By Leonard V. Smith, Joshua K. Brown
Pellissier’s diary and his letters to family members in the United States exhibit a landscape of this ghastly conflict: from the horror of being below hearth with 3 thousand German shells falling at the French troops each day to the monotony of lengthy quiet hours spent in chilly, rainy trenches. He writes of the grinding and indecisive personality of the battling within the Vosges and of the virtually ritualistic shelling and restricted tactical offensives, reminiscent of the assault at Steinbach in December 1914. His later letters have been written from the health center, from officer education university, and from front on the Somme. He relays information of all of the significant battlefields—Flanders, Verdun, Russia, Austria, Gallipoli, Italy, Serbia, and the Suez. He additionally reviews at the new know-how that modified the character of warfare: the laptop gun, new airplanes, Uboats, stronger artillery, barbed twine, and poison gases.
Drama and a sympathetic human voice mix to make this account of a littlereported French entrance a helpful addition to the literature on global conflict I. no matter if vacationing the battlefields of Europe, getting to know the historical past of the conflict, or sitting in an armchair at domestic, readers will locate Pellissier a competent and personable guide.
The greatnephew of Robert Pellissier and a minister through profession,
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Extra resources for A Good Idea of Hell: Letters from a Chasseur a Pied (Texas a & M University Military History Series)
German shells do not burst, or at least only two out of ten. He knows a soldier who was struck by one falling on his arm, got a broken arm, that was all. Another had his knapsack put out of commission in the same way. 9 Turcos carrying the heads of Prussian soldiers in their bags? Now come, that is arrant nonsense, nonsense I say; a head never, but ears which have been cut oﬀ, that is a fact; that happens and not infrequently. The turcos have long knives; ﬁrst they use the bayonet, then the knife; it is done before you have time to say Jack Robinson.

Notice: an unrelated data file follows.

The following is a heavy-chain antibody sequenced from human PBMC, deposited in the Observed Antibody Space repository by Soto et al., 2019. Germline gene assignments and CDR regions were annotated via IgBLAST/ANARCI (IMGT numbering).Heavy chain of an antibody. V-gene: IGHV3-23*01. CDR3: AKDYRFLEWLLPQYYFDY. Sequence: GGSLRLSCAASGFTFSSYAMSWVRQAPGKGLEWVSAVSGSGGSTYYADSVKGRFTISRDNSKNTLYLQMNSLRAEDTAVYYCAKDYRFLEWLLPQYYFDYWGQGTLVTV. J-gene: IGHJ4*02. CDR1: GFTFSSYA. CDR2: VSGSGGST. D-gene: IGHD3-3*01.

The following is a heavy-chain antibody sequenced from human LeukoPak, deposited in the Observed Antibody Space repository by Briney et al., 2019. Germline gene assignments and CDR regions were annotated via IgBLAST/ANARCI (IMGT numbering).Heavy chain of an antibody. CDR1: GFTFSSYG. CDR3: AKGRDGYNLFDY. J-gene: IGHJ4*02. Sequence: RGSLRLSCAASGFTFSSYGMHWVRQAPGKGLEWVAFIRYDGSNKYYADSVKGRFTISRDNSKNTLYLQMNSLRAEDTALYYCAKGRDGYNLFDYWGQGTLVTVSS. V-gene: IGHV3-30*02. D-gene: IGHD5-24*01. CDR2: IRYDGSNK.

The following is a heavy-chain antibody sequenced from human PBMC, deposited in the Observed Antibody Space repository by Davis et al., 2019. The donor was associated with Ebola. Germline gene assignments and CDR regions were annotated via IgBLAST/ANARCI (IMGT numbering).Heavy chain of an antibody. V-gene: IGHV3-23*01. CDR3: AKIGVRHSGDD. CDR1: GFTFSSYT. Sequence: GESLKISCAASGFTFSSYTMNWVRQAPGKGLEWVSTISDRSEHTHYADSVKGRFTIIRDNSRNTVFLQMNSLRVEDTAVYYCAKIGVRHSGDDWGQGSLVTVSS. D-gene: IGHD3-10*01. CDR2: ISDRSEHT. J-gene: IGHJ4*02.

To B——: Hurrah! we are again in a state of communication. The letters you sent me at Stanford were forwarded and came two days ago. Your last letter, written when you received mine from New York was delivered yesterday. So I feel ﬁne. That was a deuce of a stretch without any news from you. I feared for a while that it might continue ad inﬁnitum. I had an idea that you must have gone back to the United States. Life just now is more puerile than tragic. There is nothing stirring in military training.
Then, after lamenting considerably, she gave two pennies to the child of the other woman. A fat traveling man is sure that the Germans are all in. He repeats it over and over again. A wizened little old man, who has been traveling four nights without a ticket, tells of a great many happenings, putting on them his own interpretation. After leaving Chartres, he saw troops without number and navy guns sent northward to Verdun, most likely; all the money he has is seven francs. He fought in and he shows his deeply scarred hand; he also explains that in a battle he lost a tiny piece of the fattest part of his leg, without at ﬁrst realizing the loss; only, the battle being over, he too felt a certain coolness, and he realized that the entire seat of his trousers was gone.